Segment-based Reference Chains

Segmentation Heuristics

All dialogue segments within a game that refer to the same target image form its reference chain. In order to automatically segment the collected dialogues in this way, we developed a rule-based heuristics exploiting participants’ image labelling actions to detect segment boundaries and their respective targets.

Due to the spontaneous and unrestricted nature of the PhotoBook dialogues, participant labelling actions do not always indicate segment boundaries as cleanly as possible. To improve the quality of extracted dialogue segments and reference chains, we therefore developed a more context-sensitive heuristics to automate segmentation. The heuristics is implemented as a binary decision tree that uses labelling actions as well as any preceding and subsequent messages and additional labelling actions to better decide on segment boundaries and associated target images. It considers 32 combinations of eight different factors. The first case of the heuristics, for example, states that if
  1. the current turn is a message,
  2. the previous turn was an image labelling action,
  3. the previous turn was by the other participant,
  4. the next turn is an image selection action,
  5. the next turn is by the current participant,
  6. the next labelling action assigns a common label,
  7. the other participant’s previous labelling and the current participant’s next labelling address the same target image, and
  8. there is a non-empty, currently developing dialogue segment,
then we assume that after one speaker selected an image as common, the other speaker makes one utterance and marks the same image as common, which is resolved by saving the currently developing segment with the common image as referent and initialising a new segment with the trailing utterance of the second speaker. This prevents creating a segment with just the trailing utterance (that cannot be a complete segment) which would be the naive decision if segmenting was based solely on labelling actions. Other cases include whether the next turn is a message by the other participant followed by them labelling a second image as different (likely to indicate that two images were discussed and the segment should be extended by the following message as well as the second target image) or whether none of the preceding and subsequent turns contains labelling actions (indicating an ongoing dialogue segment).

The full heuristics can be viewed here.

The files necessary to replicate the automatic extraction of segment chains can be downloaded from github here, or as a zipped archive here. To execute the files, place the log folder into the project's data folder. Further documentation can be found here.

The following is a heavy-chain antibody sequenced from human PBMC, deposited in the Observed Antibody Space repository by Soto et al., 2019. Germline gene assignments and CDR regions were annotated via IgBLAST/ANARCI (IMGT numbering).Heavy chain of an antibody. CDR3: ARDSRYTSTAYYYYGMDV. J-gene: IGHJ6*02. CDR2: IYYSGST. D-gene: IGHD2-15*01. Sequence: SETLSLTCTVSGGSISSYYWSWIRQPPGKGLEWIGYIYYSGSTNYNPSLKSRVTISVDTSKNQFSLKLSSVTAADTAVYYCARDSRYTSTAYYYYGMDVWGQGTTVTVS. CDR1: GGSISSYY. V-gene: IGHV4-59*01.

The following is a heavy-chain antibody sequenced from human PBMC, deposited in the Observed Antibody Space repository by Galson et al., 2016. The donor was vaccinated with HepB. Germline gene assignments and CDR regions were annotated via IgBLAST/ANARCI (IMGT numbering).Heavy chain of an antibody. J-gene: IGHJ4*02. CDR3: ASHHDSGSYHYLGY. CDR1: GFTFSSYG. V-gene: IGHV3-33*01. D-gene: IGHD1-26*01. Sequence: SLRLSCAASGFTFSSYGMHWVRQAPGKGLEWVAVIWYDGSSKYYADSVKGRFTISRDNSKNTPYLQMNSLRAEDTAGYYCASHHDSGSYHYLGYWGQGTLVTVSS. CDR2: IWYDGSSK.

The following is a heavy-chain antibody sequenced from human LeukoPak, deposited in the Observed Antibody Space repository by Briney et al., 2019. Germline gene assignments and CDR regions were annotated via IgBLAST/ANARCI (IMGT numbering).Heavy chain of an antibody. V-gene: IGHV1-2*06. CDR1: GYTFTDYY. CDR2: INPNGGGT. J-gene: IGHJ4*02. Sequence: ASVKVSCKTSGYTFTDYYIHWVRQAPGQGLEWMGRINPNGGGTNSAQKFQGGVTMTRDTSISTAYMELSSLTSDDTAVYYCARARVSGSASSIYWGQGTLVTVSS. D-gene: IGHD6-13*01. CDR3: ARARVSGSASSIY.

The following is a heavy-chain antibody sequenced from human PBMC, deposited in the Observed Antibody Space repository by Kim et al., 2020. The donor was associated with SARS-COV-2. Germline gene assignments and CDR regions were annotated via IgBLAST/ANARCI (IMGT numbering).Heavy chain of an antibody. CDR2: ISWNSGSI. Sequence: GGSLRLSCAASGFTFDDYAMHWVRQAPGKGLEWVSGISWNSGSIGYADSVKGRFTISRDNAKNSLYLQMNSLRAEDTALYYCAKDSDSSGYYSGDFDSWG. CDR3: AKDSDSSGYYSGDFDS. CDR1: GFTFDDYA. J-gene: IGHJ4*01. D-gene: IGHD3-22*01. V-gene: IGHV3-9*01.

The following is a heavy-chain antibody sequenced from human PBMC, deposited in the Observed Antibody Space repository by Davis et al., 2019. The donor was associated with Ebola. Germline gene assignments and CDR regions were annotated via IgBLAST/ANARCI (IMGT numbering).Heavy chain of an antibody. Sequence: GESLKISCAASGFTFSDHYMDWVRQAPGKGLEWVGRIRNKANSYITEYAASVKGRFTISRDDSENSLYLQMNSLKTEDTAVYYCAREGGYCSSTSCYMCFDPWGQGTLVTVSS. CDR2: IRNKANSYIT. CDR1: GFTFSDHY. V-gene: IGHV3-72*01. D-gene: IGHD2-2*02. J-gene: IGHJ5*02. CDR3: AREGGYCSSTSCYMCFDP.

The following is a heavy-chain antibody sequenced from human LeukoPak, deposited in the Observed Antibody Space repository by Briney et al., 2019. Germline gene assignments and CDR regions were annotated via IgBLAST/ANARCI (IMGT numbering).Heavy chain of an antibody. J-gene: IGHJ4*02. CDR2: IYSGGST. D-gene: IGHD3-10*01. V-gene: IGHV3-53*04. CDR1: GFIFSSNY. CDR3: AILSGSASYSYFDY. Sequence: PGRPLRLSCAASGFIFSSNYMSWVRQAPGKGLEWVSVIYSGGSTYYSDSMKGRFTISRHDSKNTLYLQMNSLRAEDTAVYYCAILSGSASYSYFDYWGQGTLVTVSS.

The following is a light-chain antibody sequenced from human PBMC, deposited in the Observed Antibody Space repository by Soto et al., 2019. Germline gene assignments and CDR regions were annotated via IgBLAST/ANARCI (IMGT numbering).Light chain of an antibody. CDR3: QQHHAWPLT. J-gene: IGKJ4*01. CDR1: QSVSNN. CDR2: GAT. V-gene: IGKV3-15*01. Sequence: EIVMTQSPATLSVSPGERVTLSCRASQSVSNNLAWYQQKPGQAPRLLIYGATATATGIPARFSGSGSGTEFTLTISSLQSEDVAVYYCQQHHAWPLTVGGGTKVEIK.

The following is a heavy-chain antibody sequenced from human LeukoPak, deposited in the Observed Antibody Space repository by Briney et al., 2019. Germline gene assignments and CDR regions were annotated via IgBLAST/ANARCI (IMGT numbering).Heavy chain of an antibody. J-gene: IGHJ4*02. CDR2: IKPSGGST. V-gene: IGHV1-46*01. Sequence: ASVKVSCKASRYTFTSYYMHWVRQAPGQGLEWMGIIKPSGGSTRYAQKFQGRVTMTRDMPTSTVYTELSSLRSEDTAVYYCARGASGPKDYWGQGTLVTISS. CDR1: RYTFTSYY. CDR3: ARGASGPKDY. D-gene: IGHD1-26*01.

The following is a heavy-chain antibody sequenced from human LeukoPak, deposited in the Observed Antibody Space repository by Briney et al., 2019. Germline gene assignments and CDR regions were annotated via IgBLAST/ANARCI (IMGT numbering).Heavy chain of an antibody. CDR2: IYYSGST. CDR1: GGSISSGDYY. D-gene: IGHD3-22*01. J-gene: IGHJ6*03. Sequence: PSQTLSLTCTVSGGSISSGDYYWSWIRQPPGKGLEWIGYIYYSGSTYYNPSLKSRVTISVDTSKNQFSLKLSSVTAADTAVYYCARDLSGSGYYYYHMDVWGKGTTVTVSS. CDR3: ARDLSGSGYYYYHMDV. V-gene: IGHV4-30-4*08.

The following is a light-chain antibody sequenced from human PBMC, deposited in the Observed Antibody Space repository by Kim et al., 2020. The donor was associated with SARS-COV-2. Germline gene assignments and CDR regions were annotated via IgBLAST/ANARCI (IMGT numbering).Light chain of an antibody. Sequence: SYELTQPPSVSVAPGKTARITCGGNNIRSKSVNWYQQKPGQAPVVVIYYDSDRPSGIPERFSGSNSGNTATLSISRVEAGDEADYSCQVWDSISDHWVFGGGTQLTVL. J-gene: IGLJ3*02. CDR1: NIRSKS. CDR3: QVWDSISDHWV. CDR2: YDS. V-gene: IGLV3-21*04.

Sample Segment Chain

The following shows a typical example of an automatically extracted chain of dialogue segments associated with the following image:

B: Hello
A: Hi
A: Do you have a woman with a black coat with buttons, glasses and a piece of pizza on table
B: no

A: Lady with black shirt, glasses with pizza on table?
B: yes
A: Table with orange bowl with lemons and liquor, cups?
B: no

A: Orange bowl with lemons, liquor?
B: lady pizza
A: No lady pizza
B: yes

B: woman and pizza
A: Empty kitchen wood coloured cabinets?
A: No woman pizza
B: no

Segmentation Evaluation and Validation

72% of the extracted segments are linked to only one target; 25% to two. Moreover, reference chains do not necessarily contain one segment for each of the five game rounds. They may contain fewer or more segments than rounds in a game, since participants may discuss the same image more than once in a single round and some of the extracted chains may be noisy, as explained in the evaluation section below. 75% of the automatically extracted chains contain three to six segments.

To evaluate the segmentation, two annotators independently reviewed segments extracted from 20 dialogues. These segments were annotated by marking all utterances u in a segment S with target images I that refer to an image i0 where i0 ∈ I to determine precision, and marking all directly preceding and succeeding utterances u0 outside of a segment S that refer to a target image i ∈ I to determine recall. Additionally, if a segment S did not include any references to any of its target images I, it was labelled as improper. 95% of annotated segments were assessed to be proper (Cohen’s κ of 0.87), with 28.4% of segments containing non-target references besides target references (Cohen’s κ of 0.97). Recall across all reviewed segments is 99% (Cohen’s κ of 0.93).

Segment Chain Data Set

The automatically extracted co-reference chains per target image were split into three disjoint sets for training (70%), validation (15%) and testing (15%), aiming at an equal distribution of target image domains in all three sets. The raw numbers per data split are shown in the following table:

Split Chains Segments Targets Non-Targets
Train 12,694 30,992 40,898 226,993
Val 2,811 6,801 9,070 50,383
Test 2,816 6,876 9,025 49,774